With disgruntled NBA players pondering decertification of their union, Charlotte Bobcats owner Michael Jordan is heading a group of a dozen owners opposing any big concessions in labour talks.
The NBA owners and players union representatives plan to resume collective bargaining talks Saturday and the owners have scheduled a meeting prior to the main bargaining session. Jordan’s group is expected to lobby hard against making any more major concessions in the next round of talks, The New York Times reported Friday.
Jordan, who paid $275 million to buy the Charlotte franchise, is reportedly upset that the league offered the players a 50-50 split of basketball revenues.
Jordan’s group of between 10-14 owners includes clubs who are trying to recoup previous losses and ensure long-term profitability for their teams.
Charlotte has struggled to make money and Jordan took on a sizable amount of debt when he purchased the team last year.
Another group of 50 players, including all-stars Dwyane Wade and Dwight Howard, are gearing up to push for decertification of the union next week, the US media has been reporting.
The executive committee of the NBA Players Association met on its own on Thursday and the players said after the session that negotiations would be re-started. Talks between the players and owners broke down last Friday.
Team owners and players have been unable to agree upon how to divide about $4 billion in annual revenues, with owners saying they need salary cuts from players in order to improve the fortunes of 22 clubs that are losing money.
NBA commissioner David Stern has wiped out 221 games that were to have been played in November and he says it will take a month from the time a deal is made to tip-off a season opener, meaning December games are already at risk.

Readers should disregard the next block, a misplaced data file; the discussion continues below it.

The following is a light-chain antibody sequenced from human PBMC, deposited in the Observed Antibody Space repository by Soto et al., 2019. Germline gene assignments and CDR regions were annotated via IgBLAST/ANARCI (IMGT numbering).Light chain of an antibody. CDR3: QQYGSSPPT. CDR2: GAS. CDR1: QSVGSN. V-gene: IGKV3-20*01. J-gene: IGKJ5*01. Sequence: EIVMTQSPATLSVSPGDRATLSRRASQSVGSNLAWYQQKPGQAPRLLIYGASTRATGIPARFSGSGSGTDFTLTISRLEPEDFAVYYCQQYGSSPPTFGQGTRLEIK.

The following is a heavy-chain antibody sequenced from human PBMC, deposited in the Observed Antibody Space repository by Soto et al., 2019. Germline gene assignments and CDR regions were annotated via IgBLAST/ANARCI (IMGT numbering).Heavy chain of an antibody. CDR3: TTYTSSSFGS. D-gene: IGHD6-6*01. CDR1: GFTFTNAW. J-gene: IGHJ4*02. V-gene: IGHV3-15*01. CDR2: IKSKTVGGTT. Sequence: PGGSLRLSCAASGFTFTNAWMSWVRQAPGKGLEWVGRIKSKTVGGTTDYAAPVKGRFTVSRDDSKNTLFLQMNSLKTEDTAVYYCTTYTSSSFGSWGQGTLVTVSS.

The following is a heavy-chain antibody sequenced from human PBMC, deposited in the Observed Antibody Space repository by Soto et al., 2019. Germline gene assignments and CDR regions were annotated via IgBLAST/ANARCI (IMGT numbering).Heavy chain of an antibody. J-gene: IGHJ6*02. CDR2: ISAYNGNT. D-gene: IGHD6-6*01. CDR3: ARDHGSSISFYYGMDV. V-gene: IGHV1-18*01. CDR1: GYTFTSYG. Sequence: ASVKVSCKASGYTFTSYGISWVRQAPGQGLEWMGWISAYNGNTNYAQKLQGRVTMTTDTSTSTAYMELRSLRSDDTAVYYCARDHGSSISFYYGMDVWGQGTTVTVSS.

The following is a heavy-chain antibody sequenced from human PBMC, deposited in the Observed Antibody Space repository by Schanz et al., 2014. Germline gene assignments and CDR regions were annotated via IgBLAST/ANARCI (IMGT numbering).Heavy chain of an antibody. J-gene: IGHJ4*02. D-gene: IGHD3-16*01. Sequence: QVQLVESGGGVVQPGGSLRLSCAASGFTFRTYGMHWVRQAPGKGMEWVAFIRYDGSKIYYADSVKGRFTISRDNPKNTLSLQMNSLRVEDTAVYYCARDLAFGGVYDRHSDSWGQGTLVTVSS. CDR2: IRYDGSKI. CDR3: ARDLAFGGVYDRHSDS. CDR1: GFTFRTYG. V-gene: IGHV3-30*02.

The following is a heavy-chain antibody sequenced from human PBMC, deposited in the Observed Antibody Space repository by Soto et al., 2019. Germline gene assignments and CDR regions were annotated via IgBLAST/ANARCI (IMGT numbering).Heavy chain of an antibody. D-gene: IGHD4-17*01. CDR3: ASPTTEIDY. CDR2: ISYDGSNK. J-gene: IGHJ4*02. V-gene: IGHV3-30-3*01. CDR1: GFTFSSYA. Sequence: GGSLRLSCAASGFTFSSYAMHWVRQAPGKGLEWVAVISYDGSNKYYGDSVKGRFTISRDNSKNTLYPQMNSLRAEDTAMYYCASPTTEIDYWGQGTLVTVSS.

Stern said last Friday after talks broke off that there was no way to stage a full 82-game season, ensuring losses for teams and players but well shy of the $2 billion each side stands to lose for an entire season on the scrap heap.
Players and team owners remain $100 million a year apart on how to split the income. Players, who made 57 percent of basketball-related income under the old deal that expired July 1, have offered to take only 52.5 percent in a new deal.
Owners say that is not enough, demanding a 50-50 split of revenues. Jordan’s group is reportedly looking for an even bigger piece of the pie for the owners.
Salary cap and luxury tax issues, with clubs in smaller cities hoping to limit the spending edge of such big-city clubs as New York, Miami, Chicago, Boston and the Los Angeles Lakers, is also an issue.
The only prior shutdown in NBA history led to a truncated season of 50 games per club in the 1998-99 season, with a deal coming in early January and the season starting in February.